Figure 5.8 Downslope propagation over a constant 5° slope. Results were generated using a PE propagation model (Jensen and Schmidt, 1984).
5.3.4 Empirical models
Two noteworthy empirical algorithms have been developed for use in predicting transmission loss in shallow water, both of which provide depth-averaged estimates for range-independent ocean environments. One model (Rogers, 1981) was derived from theoretical (physics-based) considerations. The second model (Marsh and Schulkin, 1962b; Schulkin and Mercer, 1985), also known as Colossus, was derived from field measurements obtained from a limited number of geographic areas.
18.104.22.168 Rogers model
Rogers (1981) found that virtually all shallow-water TL curves could be described by an equation of the form
where R is the range, and A, B and C are coefficients.
For the case of a negative sound speed gradient (i.e. sound speed decreases with increasing depth), Rogers obtained the following equation:
where R is the range (m), H the water depth (m), P the bottom loss (dBrad-1), 0L the limiting angle (rad) and aw the absorption coefficient of sea water.
The term 15log10 R represents the spreading loss for the mode-stripping regions. Thereafter, the spreading loss corresponds to cylindrical spreading (10log10 R). The limiting angle (Ql) is the larger of Qg or 0c, where Qg is the maximum grazing angle for a skip distance (i.e. the maximum-RBR ray) and Qc is the effective plane-wave angle corresponding to the lowest propagating mode:
where g is the magnitude of the negative sound-speed gradient (s-1), cw the maximum (sea surface) sound speed (ms-1), and f the frequency (Hz).
The bottom loss (P) was derived from the theoretical expression for the Rayleigh reflection coefficient for a two-fluid lossy interface, for small grazing angles. For most cases of interest (small values of Ql), the bottom loss can be approximated as
where Nq = cw/cs, Mq = ps/pw, pw is the density of sea water, ps the sediment density and Ks the sediment attenuation coefficient (dB m" -1 kHz-1).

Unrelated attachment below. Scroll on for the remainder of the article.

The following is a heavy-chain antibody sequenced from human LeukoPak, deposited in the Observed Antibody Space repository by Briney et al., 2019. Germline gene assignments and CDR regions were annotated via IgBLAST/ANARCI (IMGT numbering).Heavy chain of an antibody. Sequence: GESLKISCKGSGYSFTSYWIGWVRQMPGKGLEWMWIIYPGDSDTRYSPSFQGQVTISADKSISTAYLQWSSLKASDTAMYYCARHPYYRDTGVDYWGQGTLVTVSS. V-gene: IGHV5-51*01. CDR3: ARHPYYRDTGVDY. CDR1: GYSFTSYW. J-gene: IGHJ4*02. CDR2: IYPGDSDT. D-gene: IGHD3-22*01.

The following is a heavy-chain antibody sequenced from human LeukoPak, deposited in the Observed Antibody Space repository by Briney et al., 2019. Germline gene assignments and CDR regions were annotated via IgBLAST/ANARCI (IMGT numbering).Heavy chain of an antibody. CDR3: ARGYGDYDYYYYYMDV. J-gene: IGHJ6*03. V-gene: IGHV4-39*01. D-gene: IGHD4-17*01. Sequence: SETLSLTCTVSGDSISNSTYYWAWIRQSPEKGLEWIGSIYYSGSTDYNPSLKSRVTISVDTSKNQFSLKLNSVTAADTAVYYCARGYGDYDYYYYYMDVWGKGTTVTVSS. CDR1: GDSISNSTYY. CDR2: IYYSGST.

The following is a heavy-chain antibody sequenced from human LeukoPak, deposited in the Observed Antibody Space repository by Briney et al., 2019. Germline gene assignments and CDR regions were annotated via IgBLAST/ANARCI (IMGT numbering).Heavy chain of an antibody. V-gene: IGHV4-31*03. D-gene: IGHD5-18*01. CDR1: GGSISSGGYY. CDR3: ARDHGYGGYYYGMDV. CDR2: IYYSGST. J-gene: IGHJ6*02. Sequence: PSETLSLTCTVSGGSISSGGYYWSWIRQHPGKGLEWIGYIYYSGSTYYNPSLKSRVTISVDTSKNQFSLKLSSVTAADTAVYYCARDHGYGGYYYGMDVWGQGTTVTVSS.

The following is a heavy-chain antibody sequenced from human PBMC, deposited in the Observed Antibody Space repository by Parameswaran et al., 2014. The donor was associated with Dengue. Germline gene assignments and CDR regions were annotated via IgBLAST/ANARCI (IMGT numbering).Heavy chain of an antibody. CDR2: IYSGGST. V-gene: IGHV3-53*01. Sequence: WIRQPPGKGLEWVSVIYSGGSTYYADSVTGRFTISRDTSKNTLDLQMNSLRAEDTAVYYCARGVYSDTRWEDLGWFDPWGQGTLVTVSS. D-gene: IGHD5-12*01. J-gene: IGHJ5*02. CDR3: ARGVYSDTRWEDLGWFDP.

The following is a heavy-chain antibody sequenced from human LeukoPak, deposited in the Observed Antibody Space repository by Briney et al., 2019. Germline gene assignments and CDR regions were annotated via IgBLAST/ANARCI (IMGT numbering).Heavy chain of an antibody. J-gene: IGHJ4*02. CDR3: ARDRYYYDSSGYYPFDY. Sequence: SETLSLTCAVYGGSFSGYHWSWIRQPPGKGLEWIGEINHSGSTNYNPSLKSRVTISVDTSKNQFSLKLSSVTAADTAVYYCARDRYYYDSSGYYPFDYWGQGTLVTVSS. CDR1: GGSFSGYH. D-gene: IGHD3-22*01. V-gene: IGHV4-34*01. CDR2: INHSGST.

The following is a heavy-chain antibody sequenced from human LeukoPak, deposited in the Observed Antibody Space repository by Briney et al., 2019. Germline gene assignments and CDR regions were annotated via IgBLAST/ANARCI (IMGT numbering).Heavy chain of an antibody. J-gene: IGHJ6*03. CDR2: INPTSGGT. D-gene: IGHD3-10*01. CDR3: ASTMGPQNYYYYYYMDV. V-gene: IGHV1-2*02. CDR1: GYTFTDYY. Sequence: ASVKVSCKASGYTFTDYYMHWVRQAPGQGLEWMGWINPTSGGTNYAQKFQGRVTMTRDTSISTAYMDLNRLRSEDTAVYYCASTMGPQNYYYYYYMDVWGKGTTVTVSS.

For example, at a fixed frequency of 200 Hz, Rogers (1981) considered eight different sound-speed profiles for which sound speed decreased monotonically with depth (Figure 5.9). Using Equation (5.3), the coefficients A, B and C were determined for a number of test cases between 5 and 100 km. The maximum deviation between Equation (5.3) and the actual transmission loss curves generated by a normal mode model was also reported (Table 5.2). The sediment properties were based on Hamilton (1980). The intent was to demonstrate the importance of the sound-speed profile (versus the average gradient in the duct) in determining depth-averaged transmission loss. The eight TL curves generated using the coefficients presented in Table 5.2 are plotted in Figure 5.10 to demonstrate the spread in values. At a range of 100 km, the minimum and maximum TL values differ by more than 20 dB even though the overall gradients of all eight sound-speed profiles were the same. These results demonstrate the importance of the shape of the soundspeed profile, and not just the overall gradient, in determining transmission loss in a shallow-water waveguide.
The model by Marsh and Schulkin (1962b), also referred to as Colossus, is an empirical model for predicting TL in shallow water (e.g. Podeszwa, 1969).
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